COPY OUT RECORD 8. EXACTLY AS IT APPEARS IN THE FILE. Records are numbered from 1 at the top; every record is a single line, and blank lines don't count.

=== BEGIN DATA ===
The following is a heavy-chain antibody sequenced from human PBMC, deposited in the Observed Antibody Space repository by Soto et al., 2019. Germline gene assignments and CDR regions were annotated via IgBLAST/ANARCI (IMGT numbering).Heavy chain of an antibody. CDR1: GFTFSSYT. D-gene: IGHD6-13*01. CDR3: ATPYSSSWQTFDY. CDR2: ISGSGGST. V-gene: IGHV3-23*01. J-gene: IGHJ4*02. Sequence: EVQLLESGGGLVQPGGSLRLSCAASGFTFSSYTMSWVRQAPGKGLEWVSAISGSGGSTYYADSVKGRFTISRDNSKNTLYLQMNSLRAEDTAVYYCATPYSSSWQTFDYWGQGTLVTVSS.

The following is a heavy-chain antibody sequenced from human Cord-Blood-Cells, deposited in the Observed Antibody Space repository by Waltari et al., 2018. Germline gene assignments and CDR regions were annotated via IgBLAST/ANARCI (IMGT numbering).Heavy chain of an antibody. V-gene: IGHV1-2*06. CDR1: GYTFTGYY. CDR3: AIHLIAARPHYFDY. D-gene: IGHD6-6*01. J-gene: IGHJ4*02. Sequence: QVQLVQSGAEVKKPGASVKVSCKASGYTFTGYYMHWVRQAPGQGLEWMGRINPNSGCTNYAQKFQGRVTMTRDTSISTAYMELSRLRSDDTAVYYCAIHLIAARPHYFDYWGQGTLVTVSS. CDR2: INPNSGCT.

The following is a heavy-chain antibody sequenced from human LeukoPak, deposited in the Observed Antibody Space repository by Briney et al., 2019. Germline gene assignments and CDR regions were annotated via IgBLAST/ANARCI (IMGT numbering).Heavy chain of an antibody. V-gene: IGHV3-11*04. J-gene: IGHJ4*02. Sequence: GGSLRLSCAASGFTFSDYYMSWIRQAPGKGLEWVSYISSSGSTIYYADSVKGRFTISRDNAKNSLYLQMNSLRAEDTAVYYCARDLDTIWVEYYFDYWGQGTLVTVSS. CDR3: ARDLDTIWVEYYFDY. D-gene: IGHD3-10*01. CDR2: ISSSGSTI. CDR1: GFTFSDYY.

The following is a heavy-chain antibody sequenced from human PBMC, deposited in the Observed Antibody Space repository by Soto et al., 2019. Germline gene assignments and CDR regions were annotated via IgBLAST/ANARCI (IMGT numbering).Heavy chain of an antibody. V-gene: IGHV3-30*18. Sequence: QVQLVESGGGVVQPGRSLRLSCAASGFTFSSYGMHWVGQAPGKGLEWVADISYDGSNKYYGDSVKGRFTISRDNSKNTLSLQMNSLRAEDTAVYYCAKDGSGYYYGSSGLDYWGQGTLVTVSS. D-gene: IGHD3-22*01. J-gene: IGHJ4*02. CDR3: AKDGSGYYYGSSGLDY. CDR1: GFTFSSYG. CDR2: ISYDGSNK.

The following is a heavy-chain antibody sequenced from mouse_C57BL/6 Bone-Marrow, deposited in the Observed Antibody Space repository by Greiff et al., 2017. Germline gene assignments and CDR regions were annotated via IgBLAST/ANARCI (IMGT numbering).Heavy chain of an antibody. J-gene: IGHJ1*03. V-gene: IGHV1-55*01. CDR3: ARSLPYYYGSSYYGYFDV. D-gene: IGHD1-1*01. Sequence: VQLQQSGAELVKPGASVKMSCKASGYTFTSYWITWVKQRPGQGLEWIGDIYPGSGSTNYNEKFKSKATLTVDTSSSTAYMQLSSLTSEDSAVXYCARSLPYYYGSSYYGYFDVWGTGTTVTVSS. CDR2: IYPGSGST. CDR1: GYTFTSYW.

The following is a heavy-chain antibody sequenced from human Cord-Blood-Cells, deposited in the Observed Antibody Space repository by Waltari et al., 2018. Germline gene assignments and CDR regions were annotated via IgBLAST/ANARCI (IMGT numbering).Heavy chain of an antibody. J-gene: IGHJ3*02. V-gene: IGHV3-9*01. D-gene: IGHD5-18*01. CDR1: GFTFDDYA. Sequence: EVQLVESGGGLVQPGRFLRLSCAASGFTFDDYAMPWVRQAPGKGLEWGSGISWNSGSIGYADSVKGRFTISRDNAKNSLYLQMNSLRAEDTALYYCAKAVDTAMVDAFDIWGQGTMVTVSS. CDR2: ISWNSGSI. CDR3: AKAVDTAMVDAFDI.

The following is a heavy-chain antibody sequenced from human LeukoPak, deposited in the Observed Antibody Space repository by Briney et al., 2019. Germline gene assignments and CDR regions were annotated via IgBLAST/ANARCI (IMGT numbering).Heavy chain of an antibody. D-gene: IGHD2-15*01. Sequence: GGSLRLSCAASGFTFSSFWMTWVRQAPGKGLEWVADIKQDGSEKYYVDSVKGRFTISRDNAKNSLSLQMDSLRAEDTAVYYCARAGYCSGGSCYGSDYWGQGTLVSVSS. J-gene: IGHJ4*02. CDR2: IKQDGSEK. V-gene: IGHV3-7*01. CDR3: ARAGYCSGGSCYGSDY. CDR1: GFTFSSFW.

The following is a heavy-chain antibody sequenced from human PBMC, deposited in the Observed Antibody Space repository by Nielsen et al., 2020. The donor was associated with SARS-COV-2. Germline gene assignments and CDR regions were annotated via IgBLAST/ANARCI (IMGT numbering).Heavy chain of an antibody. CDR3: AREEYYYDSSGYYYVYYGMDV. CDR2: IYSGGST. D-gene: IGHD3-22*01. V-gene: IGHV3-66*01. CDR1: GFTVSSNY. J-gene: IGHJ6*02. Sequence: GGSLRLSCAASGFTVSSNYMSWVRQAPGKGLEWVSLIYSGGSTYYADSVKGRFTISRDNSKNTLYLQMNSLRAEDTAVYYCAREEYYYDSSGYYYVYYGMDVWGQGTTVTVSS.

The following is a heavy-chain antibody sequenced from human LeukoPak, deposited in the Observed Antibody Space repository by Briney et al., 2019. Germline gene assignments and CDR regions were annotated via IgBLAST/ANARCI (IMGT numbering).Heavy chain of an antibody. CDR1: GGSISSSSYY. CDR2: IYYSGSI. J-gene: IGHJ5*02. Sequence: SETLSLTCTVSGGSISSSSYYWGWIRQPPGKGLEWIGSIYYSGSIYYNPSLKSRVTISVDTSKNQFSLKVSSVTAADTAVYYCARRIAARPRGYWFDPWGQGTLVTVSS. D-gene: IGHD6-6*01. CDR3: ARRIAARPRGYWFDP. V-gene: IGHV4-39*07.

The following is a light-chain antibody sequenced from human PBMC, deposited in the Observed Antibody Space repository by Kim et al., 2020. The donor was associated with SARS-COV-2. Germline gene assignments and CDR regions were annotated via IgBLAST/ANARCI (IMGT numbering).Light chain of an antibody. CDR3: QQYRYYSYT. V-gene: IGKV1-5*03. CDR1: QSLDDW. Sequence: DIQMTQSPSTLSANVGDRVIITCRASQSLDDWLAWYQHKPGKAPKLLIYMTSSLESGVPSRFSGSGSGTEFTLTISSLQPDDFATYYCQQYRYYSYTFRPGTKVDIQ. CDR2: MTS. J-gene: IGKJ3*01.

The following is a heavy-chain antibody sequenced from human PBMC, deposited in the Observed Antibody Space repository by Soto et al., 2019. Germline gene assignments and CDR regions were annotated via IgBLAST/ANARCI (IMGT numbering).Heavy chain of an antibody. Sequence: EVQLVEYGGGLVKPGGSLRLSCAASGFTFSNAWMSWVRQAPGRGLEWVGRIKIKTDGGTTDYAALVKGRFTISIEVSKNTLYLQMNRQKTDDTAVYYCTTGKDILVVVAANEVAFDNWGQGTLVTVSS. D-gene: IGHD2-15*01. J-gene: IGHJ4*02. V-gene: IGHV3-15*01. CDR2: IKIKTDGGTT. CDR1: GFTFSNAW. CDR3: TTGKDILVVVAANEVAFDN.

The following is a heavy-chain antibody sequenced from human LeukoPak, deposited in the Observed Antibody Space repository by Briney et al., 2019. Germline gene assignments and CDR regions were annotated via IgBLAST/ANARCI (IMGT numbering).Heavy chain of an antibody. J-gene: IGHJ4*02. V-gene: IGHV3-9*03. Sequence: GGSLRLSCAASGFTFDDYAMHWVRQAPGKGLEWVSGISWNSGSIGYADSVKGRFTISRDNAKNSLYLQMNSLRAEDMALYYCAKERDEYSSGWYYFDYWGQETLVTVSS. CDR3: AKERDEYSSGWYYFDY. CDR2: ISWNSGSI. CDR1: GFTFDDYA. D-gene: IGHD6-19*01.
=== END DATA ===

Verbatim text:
The following is a heavy-chain antibody sequenced from human PBMC, deposited in the Observed Antibody Space repository by Nielsen et al., 2020. The donor was associated with SARS-COV-2. Germline gene assignments and CDR regions were annotated via IgBLAST/ANARCI (IMGT numbering).Heavy chain of an antibody. CDR3: AREEYYYDSSGYYYVYYGMDV. CDR2: IYSGGST. D-gene: IGHD3-22*01. V-gene: IGHV3-66*01. CDR1: GFTVSSNY. J-gene: IGHJ6*02. Sequence: GGSLRLSCAASGFTVSSNYMSWVRQAPGKGLEWVSLIYSGGSTYYADSVKGRFTISRDNSKNTLYLQMNSLRAEDTAVYYCAREEYYYDSSGYYYVYYGMDVWGQGTTVTVSS.